Review: Castle Waiting, by Linda Medley

Castle Waiting is a fairy tale graphic novel that’s not about rescuing the princess, saving the kingdom, or fighting the ultimate war between Good and Evil, but about being a hero in your own home. The opening chapter tells the origin of the castle itself, which is abandoned by its princess in a comic twist on “Sleeping Beauty” when she rides off into the sunset with her Prince Charming. The castle becomes a refuge for misfits, outcasts, and others seeking sanctuary, playing host to a lively and colorful cast of characters that inhabits the subsequent stories, including a talking anthropomorphic horse, a mysteriously pregnant Lady on the run, and a bearded nun. 

Welcome, readers, to TAD’s first-ever review of a graphic novel: Castle Waiting, by Linda Medley. As you can probably tell, it’s a fantasy with a diverse cast of characters that takes place in an interesting setting.

The world it takes place in is…odd. It’s definitely Earth, because mentions are made of France and Italy, even though the main cast includes anthropomorphic horses and birds, demons, and giants. That’s fine, lots of fantasy stories with odd creatures take place on Earth. It takes place around the Renaissance era, but mentions ‘The Wizard of Oz’ series, which wasn’t published until 1900. That’s a little bit different; most fantasy series that take place on earth keep the timeline consistent. These odd things, though, are minimal and have little impact on the setting. Besides the odd things, the setting is nice and the creatures and races in it are interesting, which adds to the fun of the book.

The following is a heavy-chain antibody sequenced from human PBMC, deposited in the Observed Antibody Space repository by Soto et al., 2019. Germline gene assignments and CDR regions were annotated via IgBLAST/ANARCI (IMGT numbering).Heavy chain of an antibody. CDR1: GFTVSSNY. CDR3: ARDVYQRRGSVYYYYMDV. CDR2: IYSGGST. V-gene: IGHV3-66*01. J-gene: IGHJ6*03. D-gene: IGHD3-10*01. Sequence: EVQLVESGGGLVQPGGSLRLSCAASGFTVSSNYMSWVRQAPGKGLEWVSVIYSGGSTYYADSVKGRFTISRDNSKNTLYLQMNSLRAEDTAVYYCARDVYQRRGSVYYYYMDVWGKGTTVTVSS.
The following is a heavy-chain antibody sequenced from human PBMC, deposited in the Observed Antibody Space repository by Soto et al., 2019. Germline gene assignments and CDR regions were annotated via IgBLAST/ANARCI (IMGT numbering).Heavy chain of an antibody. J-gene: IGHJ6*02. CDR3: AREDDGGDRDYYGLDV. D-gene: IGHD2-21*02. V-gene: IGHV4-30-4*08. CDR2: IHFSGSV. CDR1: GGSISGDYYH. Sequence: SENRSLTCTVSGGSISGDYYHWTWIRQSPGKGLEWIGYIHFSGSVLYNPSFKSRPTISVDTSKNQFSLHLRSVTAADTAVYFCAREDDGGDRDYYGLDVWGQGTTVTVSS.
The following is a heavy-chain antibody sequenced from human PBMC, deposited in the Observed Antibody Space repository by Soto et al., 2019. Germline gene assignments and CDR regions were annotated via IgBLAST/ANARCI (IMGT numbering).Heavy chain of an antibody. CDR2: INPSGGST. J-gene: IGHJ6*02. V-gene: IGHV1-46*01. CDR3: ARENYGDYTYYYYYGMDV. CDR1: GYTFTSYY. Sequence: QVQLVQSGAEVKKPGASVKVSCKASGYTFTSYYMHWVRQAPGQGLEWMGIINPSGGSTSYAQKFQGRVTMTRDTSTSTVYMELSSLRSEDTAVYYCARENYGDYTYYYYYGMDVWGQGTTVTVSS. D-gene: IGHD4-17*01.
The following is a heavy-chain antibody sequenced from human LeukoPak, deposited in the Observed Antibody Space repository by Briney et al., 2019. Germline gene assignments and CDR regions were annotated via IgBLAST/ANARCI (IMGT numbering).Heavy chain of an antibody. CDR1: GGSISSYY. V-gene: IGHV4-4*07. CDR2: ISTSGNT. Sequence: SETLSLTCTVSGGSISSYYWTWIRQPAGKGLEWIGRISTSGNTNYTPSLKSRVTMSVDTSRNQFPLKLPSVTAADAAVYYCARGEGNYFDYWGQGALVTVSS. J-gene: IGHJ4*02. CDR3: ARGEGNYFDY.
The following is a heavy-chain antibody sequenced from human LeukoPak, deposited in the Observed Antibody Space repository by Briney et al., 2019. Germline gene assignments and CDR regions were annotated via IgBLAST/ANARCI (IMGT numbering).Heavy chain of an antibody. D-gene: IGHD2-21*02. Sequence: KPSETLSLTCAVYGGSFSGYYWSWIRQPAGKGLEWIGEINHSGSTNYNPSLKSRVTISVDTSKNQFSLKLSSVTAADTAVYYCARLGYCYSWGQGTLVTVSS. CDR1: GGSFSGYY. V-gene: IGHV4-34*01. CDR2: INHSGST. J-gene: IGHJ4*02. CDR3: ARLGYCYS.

The book isn’t driven by a central plotline, but more by the characters, and their pasts and interactions. For this reason, the cast is diverse and engaging, and there’s depths to explore with each character, especially Jain, the book’s main character, whose past comes out in small flashbacks through the book and its sequel.

The first book ends by explaining the background of Sister Peace, the bearded nun mentioned in the description. This is rather long and involved, taking several chapters to relate, and gets odd when Peace pauses in relating her own past to relate the past of another character who only shows up in Sister Peace’s background. For those who want to see the main cast again, this part of the story goes by a bit slowly; it doesn’t help that more time is devoted to this than to any other character’s background (Jain is an exception, but as her past only comes up as a single chapter every so often, it’s more manageable).

The art is nice and easily relates the character’s expressions and actions. The characters are drawn distinctly from each other so that they’re easy to tell apart. The dialogue and interplay between characters is fun and natural. The lack of continuing storyline makes Castle Waiting a convenient light read, and its varied cast makes it a fun one. Pick this up if you’re a fan of graphic novels for sure.

Overall rating: 4.5/5

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